I wonder if one of the questions from God to the pro-abrogation folk will be, "Why did you abrogate My rulings?" An indefensible position to be in, may God save us from it.

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 Post subject: Re: Consequences of abrogation
PostPosted: 10 Jul 2010, 19:16 
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Linguistic wrote:
In Chapter 43, God reassures His Messenger (PBUH) that he was given the truth and that he should hold tight to it, 43:43-44

This is a good piece of evidence from the Quran against abrogation. I'll refer to it in the other thread.

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 Post subject: Re: Consequences of abrogation
PostPosted: 11 Jul 2010, 07:23 
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Pragmatic wrote:
Linguistic wrote:
In Chapter 43, God reassures His Messenger (PBUH) that he was given the truth and that should hold tight to it, 43:43-44

This is a good piece of evidence from the Quran against abrogation. I'll refer to it in the other thread.

It's been argued by the proponents of the notion that the Sunna may abrogate the Quran that "what was revealed to you" is the Quran and the Hadeeth. It's a valid point. Of course the nature of revelation is different between the Quran and the Hadeeth. The Quran was sent down from heaven, carried by Gabriel and impressed upon the Prophet letter by letter. The Hadeeth, on the other hand, was inspired to the Prophet in much the same way as one would suddenly get a great idea. And the inspiration was of a meaning, rather than words. The words were not divine; they were the Prophet's own.

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 Post subject: Re: Consequences of abrogation
PostPosted: 15 Jul 2010, 05:44 
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Another salient verse that a Muslim should pause at is

The verse clearly says only God can rule and judge and that His Book is detailed. Therefore, no one, not even the Prophet (PBUH) can rule contrary to it. I find this verse a most compelling evidence refuting that the Sunna (or consensus or whatever) can abrogate the Quran.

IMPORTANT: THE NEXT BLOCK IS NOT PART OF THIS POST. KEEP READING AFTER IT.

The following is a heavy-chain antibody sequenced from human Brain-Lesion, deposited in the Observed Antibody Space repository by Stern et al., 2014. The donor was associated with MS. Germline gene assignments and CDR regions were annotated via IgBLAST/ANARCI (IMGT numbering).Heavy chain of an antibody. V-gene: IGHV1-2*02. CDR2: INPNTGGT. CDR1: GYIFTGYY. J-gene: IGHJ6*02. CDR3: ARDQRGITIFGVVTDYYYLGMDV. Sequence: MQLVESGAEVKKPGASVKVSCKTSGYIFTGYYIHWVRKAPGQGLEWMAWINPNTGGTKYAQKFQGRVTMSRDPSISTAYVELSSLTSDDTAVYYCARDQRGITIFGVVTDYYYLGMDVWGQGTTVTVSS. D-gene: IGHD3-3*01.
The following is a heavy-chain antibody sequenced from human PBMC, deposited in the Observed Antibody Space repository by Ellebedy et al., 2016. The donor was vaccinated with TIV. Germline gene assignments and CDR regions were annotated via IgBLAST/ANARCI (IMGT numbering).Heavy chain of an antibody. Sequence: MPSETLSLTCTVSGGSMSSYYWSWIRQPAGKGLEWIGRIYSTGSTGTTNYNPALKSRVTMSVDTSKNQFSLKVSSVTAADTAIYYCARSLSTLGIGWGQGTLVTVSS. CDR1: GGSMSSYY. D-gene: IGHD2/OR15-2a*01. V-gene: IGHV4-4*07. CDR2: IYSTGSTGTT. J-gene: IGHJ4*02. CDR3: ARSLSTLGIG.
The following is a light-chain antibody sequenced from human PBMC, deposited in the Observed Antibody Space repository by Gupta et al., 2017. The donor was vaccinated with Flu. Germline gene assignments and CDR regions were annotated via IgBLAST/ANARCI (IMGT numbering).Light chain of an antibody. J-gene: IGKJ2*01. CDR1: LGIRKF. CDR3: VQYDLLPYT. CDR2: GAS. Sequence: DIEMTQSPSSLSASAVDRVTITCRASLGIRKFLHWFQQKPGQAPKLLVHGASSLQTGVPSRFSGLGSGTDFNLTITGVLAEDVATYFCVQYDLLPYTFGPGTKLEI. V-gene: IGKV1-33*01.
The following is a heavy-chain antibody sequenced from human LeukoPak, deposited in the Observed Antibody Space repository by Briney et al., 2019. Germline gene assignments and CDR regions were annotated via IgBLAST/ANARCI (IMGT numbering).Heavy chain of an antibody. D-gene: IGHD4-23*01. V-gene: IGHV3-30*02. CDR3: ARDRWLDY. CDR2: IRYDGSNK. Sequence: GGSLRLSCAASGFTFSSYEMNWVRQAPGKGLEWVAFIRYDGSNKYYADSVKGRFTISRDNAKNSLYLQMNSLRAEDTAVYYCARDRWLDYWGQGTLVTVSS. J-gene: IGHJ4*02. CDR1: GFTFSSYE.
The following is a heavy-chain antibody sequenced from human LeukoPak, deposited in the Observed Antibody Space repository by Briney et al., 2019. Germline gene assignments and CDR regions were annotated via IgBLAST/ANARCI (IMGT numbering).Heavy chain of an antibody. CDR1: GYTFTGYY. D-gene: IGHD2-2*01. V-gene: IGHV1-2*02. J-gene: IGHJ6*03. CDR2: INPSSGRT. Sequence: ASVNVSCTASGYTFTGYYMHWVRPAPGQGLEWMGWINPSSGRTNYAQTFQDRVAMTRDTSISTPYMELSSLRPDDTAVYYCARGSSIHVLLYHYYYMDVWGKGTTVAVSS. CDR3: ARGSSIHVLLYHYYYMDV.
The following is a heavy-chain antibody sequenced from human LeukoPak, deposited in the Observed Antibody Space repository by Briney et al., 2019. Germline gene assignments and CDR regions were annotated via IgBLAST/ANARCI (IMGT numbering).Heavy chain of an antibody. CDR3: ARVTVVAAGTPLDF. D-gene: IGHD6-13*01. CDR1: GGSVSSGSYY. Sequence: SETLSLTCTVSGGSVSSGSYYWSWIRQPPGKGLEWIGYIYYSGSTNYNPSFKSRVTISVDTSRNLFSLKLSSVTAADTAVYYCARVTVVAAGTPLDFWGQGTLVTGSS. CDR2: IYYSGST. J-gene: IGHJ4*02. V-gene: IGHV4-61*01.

Now, someone might ask, what about this verse?

Does it not give ruling and judgment authority to the prophet? Of course, but the two verses must be considered together. Doing so leads to the following conclusions:

  1. The Prophet would never rule contrary to God. That is why whoever obeys the Prophet obeys God because the prophet ordered only what God orders.

    Therefore, a hadeeth that contradicts the Quran must be unauthentic.

  2. But if the hadeeth talks about something not mentioned in the Quran, or details a generality mentioned in the Quran, and that hadeeth can be authenticated, then we must follow that hadeeth.

    An example would be that daily prayers are five, when they are prayed, how many bowings each, what to say in them, what do we do if we miss one, what do we do if we miss a bowing or offer excess bowings, what if we're traveling and find it particularly difficult to settle down long enough to pray, etc.

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 Post subject: Re: Consequences of abrogation
PostPosted: 23 Jul 2010, 17:59 
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In his book حقيقة النسخ وطلاقة النص في القرآن, page 20, Jamaal Saalih `Ataaya says that the abrogation doctrine is "an attack on the Book of God, casting doubt on it, in preparation for annulling it." He adds a conclusion, which saves the face of many pro-abrogation folk, namely, "those who are working for abrogation are two teams: Enemies and the ignorant."

Indeed, it is hard to believe that so many wonderful people would all agree on a doctrine that is so shaky and easy to disprove unless they simply did not understand the verses they thought were abrogated.